Durham Union President candidate, Ryan de’Vere, has lost the Michaelmas 2021 Durham Union Society (DUS) Presidential Election, which was uncontested, to Re-Open Nominations (RON).
Re-open Nominations beat de’Vere narrowly, receiving 35 votes to de’Vere’s 31. De’Vere and RON were the only candidates on the ballot.
The DUS elects their President termly and last term’s election, which was won by President-Elect Nicholas Mariscal Palacio who received 77 votes, seeing a turnout of 155.
De’Vere told Palatinate: “Sadly I lost to RON due to the low participation in this election which is absolutely symptomatic of this recession the Union is facing.
“It’s very sad to see such a result, I must admit. I’m sure there are many people enjoying this evening a lot more now, all I guess I can say is enjoy it.”
The DUS has faced significant financial difficulties as a result of the pandemic.
The Durham Union Society bar, the 24 North Bailey Club, better known as 24s, has been closed since the beginning of Michaelmas term.
Mr de’Vere’s manifesto for the presidential role included a “post Covid-19 recovery plan” which proposed refurbishment of the 24 North Bailey Club and the Durham Union chamber in the Pemberton building which is used by the society to host speakers and debates.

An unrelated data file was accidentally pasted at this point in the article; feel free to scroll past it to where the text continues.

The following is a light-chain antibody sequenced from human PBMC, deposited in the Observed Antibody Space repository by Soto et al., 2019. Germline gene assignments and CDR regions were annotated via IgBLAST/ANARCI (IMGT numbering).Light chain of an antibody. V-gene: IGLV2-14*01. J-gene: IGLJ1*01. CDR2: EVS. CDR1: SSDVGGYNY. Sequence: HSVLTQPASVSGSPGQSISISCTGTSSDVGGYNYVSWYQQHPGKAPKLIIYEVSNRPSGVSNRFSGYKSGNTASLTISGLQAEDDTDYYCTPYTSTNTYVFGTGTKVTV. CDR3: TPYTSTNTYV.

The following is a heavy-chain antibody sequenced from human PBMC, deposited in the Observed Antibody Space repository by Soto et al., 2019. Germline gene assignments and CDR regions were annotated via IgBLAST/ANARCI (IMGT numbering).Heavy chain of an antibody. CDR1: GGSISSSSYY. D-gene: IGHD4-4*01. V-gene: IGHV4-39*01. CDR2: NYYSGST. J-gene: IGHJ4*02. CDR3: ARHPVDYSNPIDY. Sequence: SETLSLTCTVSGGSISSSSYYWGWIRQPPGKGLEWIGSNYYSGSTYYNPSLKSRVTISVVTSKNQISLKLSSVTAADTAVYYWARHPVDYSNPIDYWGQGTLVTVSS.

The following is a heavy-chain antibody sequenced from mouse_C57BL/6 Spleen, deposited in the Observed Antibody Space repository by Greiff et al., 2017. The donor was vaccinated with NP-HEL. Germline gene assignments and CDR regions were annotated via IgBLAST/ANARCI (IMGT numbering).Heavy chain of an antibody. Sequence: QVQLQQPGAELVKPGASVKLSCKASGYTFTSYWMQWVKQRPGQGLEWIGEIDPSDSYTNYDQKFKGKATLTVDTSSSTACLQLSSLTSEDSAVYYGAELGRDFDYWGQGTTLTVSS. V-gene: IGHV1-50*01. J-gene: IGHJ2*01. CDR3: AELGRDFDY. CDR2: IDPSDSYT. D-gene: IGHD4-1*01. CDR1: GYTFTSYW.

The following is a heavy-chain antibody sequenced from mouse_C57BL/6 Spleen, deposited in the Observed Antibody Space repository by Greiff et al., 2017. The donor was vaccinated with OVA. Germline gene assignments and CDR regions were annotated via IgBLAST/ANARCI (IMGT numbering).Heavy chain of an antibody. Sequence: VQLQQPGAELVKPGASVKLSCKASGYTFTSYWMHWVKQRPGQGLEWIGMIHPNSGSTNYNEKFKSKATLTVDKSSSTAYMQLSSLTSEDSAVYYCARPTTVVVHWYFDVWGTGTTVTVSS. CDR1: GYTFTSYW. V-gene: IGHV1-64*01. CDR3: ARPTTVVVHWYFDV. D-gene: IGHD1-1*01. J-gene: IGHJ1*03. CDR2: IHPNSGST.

Commenting on the election result, Co-Chair of the Boycott the Durham Union Campaign, Yash Raju, which launched last summer in response to allegations of bigotry, bullying and malpractice against the Durham Union Society, said: “What we’re seeing is a rejection of an institution that is fundamentally filled with hate. Hopefully this marks the beginning of the end for the Durham Union and its toxic impact on the student body”.
A previous investigation by Palatinate revealed accusations of sustained malpractice and abuses of power within the Durham Union Society (DUS), including bullying, unaddressed bigotry, and the mishandling of complaints.
In Michelmas term this year, Durham SU Assembly voted to condemn the Union Society and banned it from participating in Fresher’s Week promotions after “failures to combat discrimination”.
Durham Debating members also voted to leave the DUS in January, citing issues with funding and the culture of the Union Society.
Image: Peter Bonnett via Flickr